Association of tuberculosis with malignancyKC Patel, DP Shah, SM Sheth, SR Kamat
Department of Chest Medicine, K.E.M. Hospital and Seth G. S. Medical College, Parel, Bombay-400.012., India
Correspondence Address: Source of Support: None, Conflict of Interest: None PMID: 615268
Source of Support: None, Conflict of Interest: None
A case of bronchogenie carcinoma developing in a patient with pulmonary tuberculosis is described and literature reviewed.
In the presence of tuberculosis, especially active, the diagnosis of carcinoma is delayed or rarely suspected. Symptomatology and physical findings may be ascribed to tuberculosis alone whereas two conditions may co-exist. In addition, deterioration of the X-ray picture is attributed to the development of bacterial resistance. 
Age, a 52 year old male was admitted in July 1974 for pulmonary tuberculosis. He was working as an electric supervisor in railways, was non-smoker and non-alcoholic. At the time of admission he complained of cough with expectoration, low grade fever and loss of appetite. He never had haemoptysis then. His X-ray done then had revealed soft tissue infiltrations in the right upper and mid zones. His one of the three sputa examined was positive for A.F.B.
He was put on Streptomycin, INH and PAS. He took 120 injections of streptomycin and on his own stopped the oral therapy after 10 months only. Since he was better clinically and his sputa were negative for A.F.B. antituberculosis treatment was not restarted. Patient remained alright nearly for 1½ years when he started having dry cough, grade III dyspnoea and haemoptysis on two occasions. He was admitted for same on 17-9-1976.
Clinical findings consisted of moderate clubbing with normal pulse and blood pressure. Trachea was shifted to the right with area of dullness in the right lower lung, diminished air entry and variable vocal resonance in the same area. There were no other significant findings. Routine investigations revealed haemoglobin to be 12.8 gms.%, White cell count of 14800/c.m.m. with normal differential count. ESR was 33 m.m. at the end o£ 1st hour (Westerngren). Sputa were negative for A.F.B. and malignant cells on eight occasions. Urine, stool, blood sugar, electrolytes and arterial blood gases were normal.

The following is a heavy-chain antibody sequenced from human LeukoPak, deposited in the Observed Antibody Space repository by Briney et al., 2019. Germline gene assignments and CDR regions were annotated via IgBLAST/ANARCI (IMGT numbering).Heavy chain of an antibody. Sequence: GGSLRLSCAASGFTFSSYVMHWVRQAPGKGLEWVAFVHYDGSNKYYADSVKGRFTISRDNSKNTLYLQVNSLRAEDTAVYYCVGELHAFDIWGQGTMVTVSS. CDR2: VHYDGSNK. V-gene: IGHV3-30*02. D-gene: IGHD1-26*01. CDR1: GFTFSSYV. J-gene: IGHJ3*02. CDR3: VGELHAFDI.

X-ray chest PA See [Figure 1] on page 196A showed trachea shifted to the right, right upper lobe and middle lobe fibrosis with cystic changes and collapse consolidation of the right lower lobe. Minimal pleural effusion was also evident.
Pleural fluid contained 79 cells per c.m.m. all lymphocytes with protein content of 3.05 gm.%. Pleural biopsy was non-contributary. Bronchosy copy revealed compression of the right middle, and lower lobe bronchus from without.
This aroused a suspicion of malignancy. Bronchogam done see [Figure 2] on page 196A showed complete cut-off of dye in the middle and lower lobe bronchus.
Exploratory thorecotomy on 1-10-1976 showed right middle and lower lobe collapse with indurated pigmented hilar node compresing the bronchus. Pericardium was hard and thickened suggestive of infiltration inside. As he was having inoperable malignancy biopsy of hilar lymphanode was taken and chest closed.
Histopathology of this material showed adenccarcinoma of the lung. The mass which was present in the right lower lobe had spread to the lymphnode.
Bayle  in 1810, first stated that co-existance of tuberculosis and malignancy in the lung was definitely occurring more commonly than would occur by a chance. The first authenticated case of both conditions existing in the same patient at the same time was reported by Penard.  Von Rokitansky  however stated emphatically that the two diseases were incompatible. Fried  was bold enough to state that two diseases were not antagonistic and could be related aetiologically. There are two situations to be considered so far as interrelations are concerned.